A Wolfman's "Bring It On" Howl
Ridin' on a Greyhound--wish it were a dog, but unfortunately it's the bus. God. I remember the first time I ever road a bus. I was 4 years old--er, I see doubt in your eyes; remember, I claim I can recall back to when I was 2 years old, to the exact moment I started remembering, and I was playing in a sandpile in the backyard of a two-storey house sitting high up off a street called Broadway that ran west down a hill past a park and coming out on the square of the city of Enid, Oklahoma, the capital of the Cherokee Strip in North Central Oklahoma that was Indian Territory at one time until the white homesteaders called Sooners raced like raw-meat-craving starving chimpanzees going after their smaller and tastier cousins to stake a stolen claim to all of those waving-for-hundreds-of-miles of native American grasslands underwhich were tons of barrels of good ole black gold-- but my dad wasn't an oil man, he worked in a Sherwin-Williams paint store and I clearly remember going with my dad to work and watching him turn ordinary white enamel paint into the many colors of Joseph's coat, and I got that from my dad, too, because that's what he used to say to the mostly ladies who were wanting him to match samples of colors they brought in from their homes and my dad would look at them with a twinkling in his dark brown eyes and say, "My dear, I can bring the colors right off Joseph's coat and put 'em right there in that can of ordinary colorless white paint"--oh how my handsome dad could charm the ladies--and I was fascinated by the little machine that sat in the middle that paint store floor like a stool without its stool and was painted red on the bottom and green on the top and my dad would put the can of paint after he'd mixed in the colors to give the correct match to the correct color that showed enamelly real on the color chart that hung on the wall behind this machine--and after my dad would put the can of paint--sealed of course--on that stool-looking machine, he took his foot and stepped on a switch on the stool's side and that machine came alive, no jive, and it took on human qualities to a kid like me--I mean that funny-looking stoolie-looking machine started hucklebucking, shaking that can of paint with sometimes frantic hula moves and than at other times hot-switching-ass boogie-ing like the 50s babes in the tight sweaters doing the twist--and wearing those wonderful toreador pants--but I'm drivin' off the track...as usual.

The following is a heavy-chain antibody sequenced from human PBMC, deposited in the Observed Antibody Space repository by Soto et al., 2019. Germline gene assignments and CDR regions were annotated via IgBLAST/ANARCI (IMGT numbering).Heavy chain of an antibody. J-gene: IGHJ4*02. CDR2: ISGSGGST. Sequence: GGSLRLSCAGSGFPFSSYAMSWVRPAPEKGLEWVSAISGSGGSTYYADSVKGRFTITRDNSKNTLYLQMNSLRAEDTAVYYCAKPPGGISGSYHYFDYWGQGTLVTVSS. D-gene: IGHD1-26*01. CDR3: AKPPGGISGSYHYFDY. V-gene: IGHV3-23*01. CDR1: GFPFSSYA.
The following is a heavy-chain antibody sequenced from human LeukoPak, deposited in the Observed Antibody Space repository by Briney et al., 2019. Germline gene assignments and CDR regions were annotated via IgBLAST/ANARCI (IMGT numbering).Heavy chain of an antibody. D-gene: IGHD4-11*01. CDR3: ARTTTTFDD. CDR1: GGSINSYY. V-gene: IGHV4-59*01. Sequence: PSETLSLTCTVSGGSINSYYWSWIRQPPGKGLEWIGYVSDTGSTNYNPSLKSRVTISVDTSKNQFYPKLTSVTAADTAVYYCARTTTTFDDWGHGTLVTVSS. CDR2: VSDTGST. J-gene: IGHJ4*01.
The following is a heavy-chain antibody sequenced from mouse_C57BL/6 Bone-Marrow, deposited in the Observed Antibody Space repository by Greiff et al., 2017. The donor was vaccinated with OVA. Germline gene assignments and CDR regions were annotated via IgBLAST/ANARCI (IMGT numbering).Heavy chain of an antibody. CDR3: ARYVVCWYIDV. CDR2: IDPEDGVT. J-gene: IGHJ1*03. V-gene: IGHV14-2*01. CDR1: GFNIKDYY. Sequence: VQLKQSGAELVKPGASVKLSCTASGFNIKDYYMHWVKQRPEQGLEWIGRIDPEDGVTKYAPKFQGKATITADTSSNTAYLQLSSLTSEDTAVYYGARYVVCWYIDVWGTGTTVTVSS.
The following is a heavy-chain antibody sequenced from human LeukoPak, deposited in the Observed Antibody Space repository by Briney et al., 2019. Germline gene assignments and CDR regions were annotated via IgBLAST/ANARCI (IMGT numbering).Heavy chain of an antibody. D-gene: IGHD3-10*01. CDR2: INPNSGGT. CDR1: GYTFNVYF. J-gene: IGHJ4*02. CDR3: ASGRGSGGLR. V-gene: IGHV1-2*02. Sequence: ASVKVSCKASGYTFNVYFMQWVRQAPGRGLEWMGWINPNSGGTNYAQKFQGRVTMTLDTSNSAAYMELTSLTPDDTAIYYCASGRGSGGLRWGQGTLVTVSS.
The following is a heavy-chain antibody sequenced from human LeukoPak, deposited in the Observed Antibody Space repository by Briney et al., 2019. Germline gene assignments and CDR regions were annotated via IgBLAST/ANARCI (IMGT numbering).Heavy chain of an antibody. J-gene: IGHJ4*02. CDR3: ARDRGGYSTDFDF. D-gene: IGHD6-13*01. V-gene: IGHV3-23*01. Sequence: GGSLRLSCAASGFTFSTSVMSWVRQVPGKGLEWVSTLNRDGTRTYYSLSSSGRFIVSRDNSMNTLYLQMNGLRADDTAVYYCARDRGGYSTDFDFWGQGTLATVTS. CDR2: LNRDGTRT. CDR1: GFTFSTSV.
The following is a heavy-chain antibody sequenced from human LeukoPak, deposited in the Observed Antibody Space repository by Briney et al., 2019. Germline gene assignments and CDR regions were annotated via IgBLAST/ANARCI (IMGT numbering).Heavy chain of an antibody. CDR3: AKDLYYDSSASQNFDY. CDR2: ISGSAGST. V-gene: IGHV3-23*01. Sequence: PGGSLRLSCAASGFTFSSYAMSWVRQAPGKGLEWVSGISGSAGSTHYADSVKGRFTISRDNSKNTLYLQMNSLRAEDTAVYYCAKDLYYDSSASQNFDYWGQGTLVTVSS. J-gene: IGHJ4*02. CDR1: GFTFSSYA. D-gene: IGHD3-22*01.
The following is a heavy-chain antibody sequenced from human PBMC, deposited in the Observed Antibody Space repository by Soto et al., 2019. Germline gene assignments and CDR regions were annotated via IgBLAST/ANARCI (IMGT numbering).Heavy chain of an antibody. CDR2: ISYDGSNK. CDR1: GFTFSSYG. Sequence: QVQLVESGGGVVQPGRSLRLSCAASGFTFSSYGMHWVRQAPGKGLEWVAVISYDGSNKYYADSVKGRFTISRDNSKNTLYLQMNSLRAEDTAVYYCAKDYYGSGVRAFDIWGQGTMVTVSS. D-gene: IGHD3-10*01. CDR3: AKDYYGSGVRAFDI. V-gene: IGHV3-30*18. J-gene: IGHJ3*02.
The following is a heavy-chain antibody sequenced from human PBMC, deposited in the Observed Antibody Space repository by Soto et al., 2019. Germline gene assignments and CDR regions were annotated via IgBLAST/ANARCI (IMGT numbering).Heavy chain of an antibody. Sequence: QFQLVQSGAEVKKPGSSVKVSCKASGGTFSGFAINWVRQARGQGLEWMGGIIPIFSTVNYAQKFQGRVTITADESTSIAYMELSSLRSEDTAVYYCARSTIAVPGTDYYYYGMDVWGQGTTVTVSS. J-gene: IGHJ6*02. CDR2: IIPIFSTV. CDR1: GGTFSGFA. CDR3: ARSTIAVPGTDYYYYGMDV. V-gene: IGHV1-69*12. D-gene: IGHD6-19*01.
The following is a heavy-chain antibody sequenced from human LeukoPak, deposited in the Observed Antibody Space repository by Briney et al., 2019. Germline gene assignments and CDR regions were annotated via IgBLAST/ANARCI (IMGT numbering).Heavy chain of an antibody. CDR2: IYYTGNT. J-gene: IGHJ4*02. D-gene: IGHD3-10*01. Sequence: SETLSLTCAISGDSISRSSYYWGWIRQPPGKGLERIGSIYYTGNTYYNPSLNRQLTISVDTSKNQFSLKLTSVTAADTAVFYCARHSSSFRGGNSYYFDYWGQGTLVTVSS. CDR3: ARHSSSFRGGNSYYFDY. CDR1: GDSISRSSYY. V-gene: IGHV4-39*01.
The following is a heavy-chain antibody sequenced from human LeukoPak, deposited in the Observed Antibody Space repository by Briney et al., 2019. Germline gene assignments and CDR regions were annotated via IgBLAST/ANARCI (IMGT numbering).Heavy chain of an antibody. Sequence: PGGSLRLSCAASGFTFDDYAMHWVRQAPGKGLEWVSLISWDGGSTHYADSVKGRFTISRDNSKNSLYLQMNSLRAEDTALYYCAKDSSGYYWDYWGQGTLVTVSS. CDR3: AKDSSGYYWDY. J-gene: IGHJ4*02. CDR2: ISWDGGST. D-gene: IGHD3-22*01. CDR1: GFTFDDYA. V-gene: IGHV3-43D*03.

So when I was four, my mother told me one night that she, her sister, my grandmother, and I were going to get on a big bus and go way over east, all the way over to the Atlantic Ocean--oh Jesus, that was off the end of the earth to me, a four year old already being impressed by the many daydreamed visions of my own personal grandeur. We were going to Washington, District of Corruption--yep, it was still the District of Corruption even back in those long-gone days--we were taking my mother's sister, even as a 4 year old I knew my aunt was one hot cookie, first back to her job in D.C. with the Navy Department, and from D.C. we were going up to Philadelphia to see my 18-year-0ld brother who was in the U.S. Navy and stationed at the Philadelphia Naval Hospital where he was training to be a Medic.
And I clearly recall the night my dad drove us all in the big Oldsmobile that was my family car from the time I was born until I started to junior high--that's how long cars had to last in those days--an average of 10 year believe it or not--down to the Continental Trailways Bus Depot--and he let us out at the depot with all our bags and went and parked the car while the ladies and I went into the crowded depot, which was also a coffee shop. The joint was packed; a lot of soldiers were standing around with their duffield bags--going off to who the hell knew where, most of them definitely not coming back--at least not coming back alive. It was smacked-dab in the middle of WWII, the second war to end all wars. Then my dad came in and he and my grandmother got in a big fight, nothin' new there, and then the sisters joined in defending there mother, nothin' new there, and then suddenly they were going at each other tooth and nail, my dad dropping a slight curseword, Heavens to Betsy was his trademark, and I heard him saying "Heavens to Betsy, Miz C [my grandmother], what in a dog-sniffing difference does it make--he doesn't give a crap about...." and that's when the ladies started countering my dad so squeaky loudly their whining drowned out the rest of his statement. It got everybody's attention, I know that, which I didn't mind; I liked attention in those days--who better than your own family to get you attention. "Oh, that poor cute little boy!"
Then the huge monster of a bus pulled into the depot. Huge. It filled the driveway with its bulk and it filled the air with the growling belching of its gigantic motor.